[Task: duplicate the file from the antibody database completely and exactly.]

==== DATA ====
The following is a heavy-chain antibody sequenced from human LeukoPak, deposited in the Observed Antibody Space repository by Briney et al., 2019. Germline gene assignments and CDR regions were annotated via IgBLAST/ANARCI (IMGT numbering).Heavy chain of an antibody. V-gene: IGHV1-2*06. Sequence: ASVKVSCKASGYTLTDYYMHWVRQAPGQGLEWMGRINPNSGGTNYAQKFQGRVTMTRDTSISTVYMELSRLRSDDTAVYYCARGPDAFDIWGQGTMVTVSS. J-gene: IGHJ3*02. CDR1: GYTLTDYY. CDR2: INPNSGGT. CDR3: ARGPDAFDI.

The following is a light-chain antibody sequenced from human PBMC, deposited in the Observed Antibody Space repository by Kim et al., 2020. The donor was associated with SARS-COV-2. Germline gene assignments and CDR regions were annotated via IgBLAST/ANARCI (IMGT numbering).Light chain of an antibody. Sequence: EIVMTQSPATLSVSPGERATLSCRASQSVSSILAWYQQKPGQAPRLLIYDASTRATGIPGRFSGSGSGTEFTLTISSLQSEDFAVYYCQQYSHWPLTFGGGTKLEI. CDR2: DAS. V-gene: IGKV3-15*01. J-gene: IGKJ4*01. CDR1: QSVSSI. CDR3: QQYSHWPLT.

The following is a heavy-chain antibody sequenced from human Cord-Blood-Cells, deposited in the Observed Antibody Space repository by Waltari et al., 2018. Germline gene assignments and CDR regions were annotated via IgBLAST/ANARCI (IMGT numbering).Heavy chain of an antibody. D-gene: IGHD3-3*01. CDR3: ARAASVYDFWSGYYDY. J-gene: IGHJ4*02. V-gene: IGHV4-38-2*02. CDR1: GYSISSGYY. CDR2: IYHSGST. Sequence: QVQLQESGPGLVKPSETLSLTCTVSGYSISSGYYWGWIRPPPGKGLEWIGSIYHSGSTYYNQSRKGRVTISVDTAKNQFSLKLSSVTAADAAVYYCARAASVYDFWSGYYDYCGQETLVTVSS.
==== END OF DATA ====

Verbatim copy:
The following is a heavy-chain antibody sequenced from human LeukoPak, deposited in the Observed Antibody Space repository by Briney et al., 2019. Germline gene assignments and CDR regions were annotated via IgBLAST/ANARCI (IMGT numbering).Heavy chain of an antibody. V-gene: IGHV1-2*06. Sequence: ASVKVSCKASGYTLTDYYMHWVRQAPGQGLEWMGRINPNSGGTNYAQKFQGRVTMTRDTSISTVYMELSRLRSDDTAVYYCARGPDAFDIWGQGTMVTVSS. J-gene: IGHJ3*02. CDR1: GYTLTDYY. CDR2: INPNSGGT. CDR3: ARGPDAFDI.

The following is a light-chain antibody sequenced from human PBMC, deposited in the Observed Antibody Space repository by Kim et al., 2020. The donor was associated with SARS-COV-2. Germline gene assignments and CDR regions were annotated via IgBLAST/ANARCI (IMGT numbering).Light chain of an antibody. Sequence: EIVMTQSPATLSVSPGERATLSCRASQSVSSILAWYQQKPGQAPRLLIYDASTRATGIPGRFSGSGSGTEFTLTISSLQSEDFAVYYCQQYSHWPLTFGGGTKLEI. CDR2: DAS. V-gene: IGKV3-15*01. J-gene: IGKJ4*01. CDR1: QSVSSI. CDR3: QQYSHWPLT.

The following is a heavy-chain antibody sequenced from human Cord-Blood-Cells, deposited in the Observed Antibody Space repository by Waltari et al., 2018. Germline gene assignments and CDR regions were annotated via IgBLAST/ANARCI (IMGT numbering).Heavy chain of an antibody. D-gene: IGHD3-3*01. CDR3: ARAASVYDFWSGYYDY. J-gene: IGHJ4*02. V-gene: IGHV4-38-2*02. CDR1: GYSISSGYY. CDR2: IYHSGST. Sequence: QVQLQESGPGLVKPSETLSLTCTVSGYSISSGYYWGWIRPPPGKGLEWIGSIYHSGSTYYNQSRKGRVTISVDTAKNQFSLKLSSVTAADAAVYYCARAASVYDFWSGYYDYCGQETLVTVSS.